The Cooper’s Hawks seem to be the major bird and nature issue at Powderhorn for June, but there are others I will get to.
Five Cooper’s Hawks hatched about the time last month’s Southside Pride came out. I thought there were three hatched hawks, but the final number is five. They all seem to be doing well now, though there have been a few minor problems. A pair of good Powderhorn people found one of the young hawks on the ground (I believe on June 22) and called the Raptor Center (University of Minnesota, College of Veterinary Science) and they promptly picked up the bird, checked everything out and soon returned the healthy young bird to its Powderhorn home. There are lots of good people in Powderhorn and other places also. The hawk-watching is great on about any day with reasonable weather and there are often active community gatherings of people of all ages and dogs of all sizes and ages in the hawk area, just north of the intersection of 12th Avenue and 35th Street.
I received a long and interesting letter from Mr. Raab of Chicago Avenue in Powderhorn in June. He said nice things about me and my writing, nice things about trying to get young people to care about nature and birds and animals instead of their phones, electronics and such, and nice information about the successful birding and nature in his yard and life. But he did not say nice things about hawks, Cooper’s or otherwise. Perhaps he was one of the people that talked to me about bird loss in the park on one of my hawk watching days. Peregrine Falcons, Red-tailed Hawks, Bald Eagles and the Cooper’s Hawks may be causing some loss in Powderhorn. Cooper’s Hawks, according to my Stokes bird book, usually hunt medium-sized birds such as Mourning Doves, Jays and Starlings. I still blame this year’s park bird loss on quite a bit of large and small tree loss in the park and other natural and environmental changes happening in many other places. We may have various different opinions about various things but I am glad we have lots of people that care about Powderhorn Park and Powderhorn neighborhood.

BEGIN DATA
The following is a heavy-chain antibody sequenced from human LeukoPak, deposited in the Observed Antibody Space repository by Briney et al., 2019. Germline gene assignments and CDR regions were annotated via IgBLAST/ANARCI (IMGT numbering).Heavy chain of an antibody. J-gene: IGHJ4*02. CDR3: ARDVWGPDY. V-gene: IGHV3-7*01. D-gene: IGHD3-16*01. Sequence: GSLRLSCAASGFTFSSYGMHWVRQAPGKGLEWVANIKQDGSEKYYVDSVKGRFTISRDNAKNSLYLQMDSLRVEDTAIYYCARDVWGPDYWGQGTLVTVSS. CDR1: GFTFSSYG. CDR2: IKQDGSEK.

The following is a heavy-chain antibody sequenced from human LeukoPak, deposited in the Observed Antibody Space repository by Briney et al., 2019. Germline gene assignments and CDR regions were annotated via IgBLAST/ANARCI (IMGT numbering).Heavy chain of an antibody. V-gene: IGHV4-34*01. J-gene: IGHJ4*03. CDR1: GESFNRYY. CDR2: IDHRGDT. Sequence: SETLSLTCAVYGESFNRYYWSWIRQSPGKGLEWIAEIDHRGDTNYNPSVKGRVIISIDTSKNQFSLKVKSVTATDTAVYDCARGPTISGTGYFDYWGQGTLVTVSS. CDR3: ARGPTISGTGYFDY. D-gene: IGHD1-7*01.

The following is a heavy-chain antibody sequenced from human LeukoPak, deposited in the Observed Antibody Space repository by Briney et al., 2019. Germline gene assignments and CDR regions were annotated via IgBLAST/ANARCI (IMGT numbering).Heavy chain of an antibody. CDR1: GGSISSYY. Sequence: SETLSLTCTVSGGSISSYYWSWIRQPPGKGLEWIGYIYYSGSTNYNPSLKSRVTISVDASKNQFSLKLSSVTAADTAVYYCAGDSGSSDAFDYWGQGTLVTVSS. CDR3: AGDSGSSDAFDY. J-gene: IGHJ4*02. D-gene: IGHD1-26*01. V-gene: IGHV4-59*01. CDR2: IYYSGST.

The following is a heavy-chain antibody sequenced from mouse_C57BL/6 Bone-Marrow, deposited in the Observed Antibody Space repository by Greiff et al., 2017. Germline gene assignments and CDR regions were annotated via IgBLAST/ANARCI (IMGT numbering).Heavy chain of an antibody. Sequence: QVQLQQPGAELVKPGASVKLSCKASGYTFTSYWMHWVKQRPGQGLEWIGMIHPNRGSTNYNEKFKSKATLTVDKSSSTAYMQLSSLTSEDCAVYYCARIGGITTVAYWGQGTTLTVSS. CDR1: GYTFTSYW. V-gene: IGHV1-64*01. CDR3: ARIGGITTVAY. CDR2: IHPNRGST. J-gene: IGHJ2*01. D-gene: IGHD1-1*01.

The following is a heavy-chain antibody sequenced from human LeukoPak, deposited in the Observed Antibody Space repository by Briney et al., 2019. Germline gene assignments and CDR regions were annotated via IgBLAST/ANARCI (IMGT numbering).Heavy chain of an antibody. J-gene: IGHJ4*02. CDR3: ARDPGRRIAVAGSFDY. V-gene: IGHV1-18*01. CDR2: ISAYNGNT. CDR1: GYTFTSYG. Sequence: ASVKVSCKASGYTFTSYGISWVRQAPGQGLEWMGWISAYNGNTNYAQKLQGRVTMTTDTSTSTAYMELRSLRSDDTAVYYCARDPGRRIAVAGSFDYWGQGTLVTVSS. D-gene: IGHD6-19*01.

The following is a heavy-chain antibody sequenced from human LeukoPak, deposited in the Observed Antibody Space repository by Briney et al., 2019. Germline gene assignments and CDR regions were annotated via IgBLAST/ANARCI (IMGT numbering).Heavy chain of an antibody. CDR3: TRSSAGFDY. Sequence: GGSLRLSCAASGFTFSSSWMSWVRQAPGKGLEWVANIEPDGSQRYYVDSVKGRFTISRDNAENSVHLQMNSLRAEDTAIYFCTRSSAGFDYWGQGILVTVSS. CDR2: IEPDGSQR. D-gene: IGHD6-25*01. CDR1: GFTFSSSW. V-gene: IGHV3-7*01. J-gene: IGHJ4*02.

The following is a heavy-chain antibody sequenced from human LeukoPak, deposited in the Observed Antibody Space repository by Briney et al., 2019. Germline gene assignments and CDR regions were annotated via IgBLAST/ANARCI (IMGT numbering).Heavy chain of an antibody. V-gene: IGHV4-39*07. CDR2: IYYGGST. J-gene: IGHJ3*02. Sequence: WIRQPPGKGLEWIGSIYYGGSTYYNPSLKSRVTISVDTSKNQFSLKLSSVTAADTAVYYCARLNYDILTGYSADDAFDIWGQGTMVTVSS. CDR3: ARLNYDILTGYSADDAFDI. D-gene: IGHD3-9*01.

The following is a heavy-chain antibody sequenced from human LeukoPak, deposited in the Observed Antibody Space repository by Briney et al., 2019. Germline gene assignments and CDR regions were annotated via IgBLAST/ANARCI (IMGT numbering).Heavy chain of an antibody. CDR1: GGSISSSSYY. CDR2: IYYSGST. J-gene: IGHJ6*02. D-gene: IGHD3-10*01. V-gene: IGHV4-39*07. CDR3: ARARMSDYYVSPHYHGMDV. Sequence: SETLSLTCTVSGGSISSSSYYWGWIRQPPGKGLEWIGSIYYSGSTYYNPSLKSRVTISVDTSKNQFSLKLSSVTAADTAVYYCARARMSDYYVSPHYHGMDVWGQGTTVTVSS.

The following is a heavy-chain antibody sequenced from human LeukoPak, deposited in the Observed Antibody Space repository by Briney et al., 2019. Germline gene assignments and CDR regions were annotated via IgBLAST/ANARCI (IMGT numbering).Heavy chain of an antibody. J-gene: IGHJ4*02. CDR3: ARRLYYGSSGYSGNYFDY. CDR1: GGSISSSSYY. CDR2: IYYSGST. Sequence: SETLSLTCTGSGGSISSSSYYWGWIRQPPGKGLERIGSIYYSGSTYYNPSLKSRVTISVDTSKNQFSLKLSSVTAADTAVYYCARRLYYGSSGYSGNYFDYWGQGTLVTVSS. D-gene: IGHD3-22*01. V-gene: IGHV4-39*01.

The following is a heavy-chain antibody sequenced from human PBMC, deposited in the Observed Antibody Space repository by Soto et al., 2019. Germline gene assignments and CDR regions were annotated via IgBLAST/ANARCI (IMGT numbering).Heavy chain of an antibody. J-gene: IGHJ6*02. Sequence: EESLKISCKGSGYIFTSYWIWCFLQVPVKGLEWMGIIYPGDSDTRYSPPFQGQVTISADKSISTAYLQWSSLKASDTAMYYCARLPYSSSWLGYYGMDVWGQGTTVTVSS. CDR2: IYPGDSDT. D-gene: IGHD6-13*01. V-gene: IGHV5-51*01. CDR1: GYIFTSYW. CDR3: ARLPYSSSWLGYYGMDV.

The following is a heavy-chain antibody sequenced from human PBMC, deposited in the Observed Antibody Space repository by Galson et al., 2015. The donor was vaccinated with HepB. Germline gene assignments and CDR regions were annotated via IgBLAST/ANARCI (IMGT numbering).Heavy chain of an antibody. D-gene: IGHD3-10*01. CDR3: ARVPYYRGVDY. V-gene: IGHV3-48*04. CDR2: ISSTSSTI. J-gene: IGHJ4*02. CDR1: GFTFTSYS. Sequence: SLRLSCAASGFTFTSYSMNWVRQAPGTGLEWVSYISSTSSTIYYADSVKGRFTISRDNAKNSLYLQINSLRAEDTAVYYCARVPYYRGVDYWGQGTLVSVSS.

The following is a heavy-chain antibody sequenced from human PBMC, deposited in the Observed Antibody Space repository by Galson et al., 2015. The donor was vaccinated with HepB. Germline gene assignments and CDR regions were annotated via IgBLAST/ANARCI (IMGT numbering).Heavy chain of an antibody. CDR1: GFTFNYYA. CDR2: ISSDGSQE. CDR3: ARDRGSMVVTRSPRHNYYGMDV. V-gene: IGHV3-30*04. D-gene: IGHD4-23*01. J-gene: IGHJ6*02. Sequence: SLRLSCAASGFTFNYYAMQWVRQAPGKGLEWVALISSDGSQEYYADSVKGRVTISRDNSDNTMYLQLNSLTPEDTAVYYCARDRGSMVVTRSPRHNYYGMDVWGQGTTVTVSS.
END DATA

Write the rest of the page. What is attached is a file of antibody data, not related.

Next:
The Canada Geese, or rather the Cottonwood Geese, as I call the family that nested in a cottonwood tree, hatched their three goslings about the same time as the hawks hatched their family. The goslings somehow made it out of the tree and to the lake in good shape. They are the only goose family with only three goslings, and the group with the smallest goslings, but they are growing fast.
All the Canada Geese families seem to be doing well, and in doing well they produce quite a bit of goose poop in many areas of the park.
There is a new group of twelve Mallard ducklings today (June 30). How new are they? They look to be one or two days old.
The wading birds seem to be doing well. The Great Egret is now back to being quite regular and there are now two Great Blue Herons quite often. They are not usually trying to chase each other away as they sometimes do. The Black-crowned Night Heron numbers are down a little. This probably has to do with raising new young back at the rookery. I accidently found a Green Heron hiding place and that surprised the heck out of both of us. Now I know where to sneak and get some close brief Green Heron views.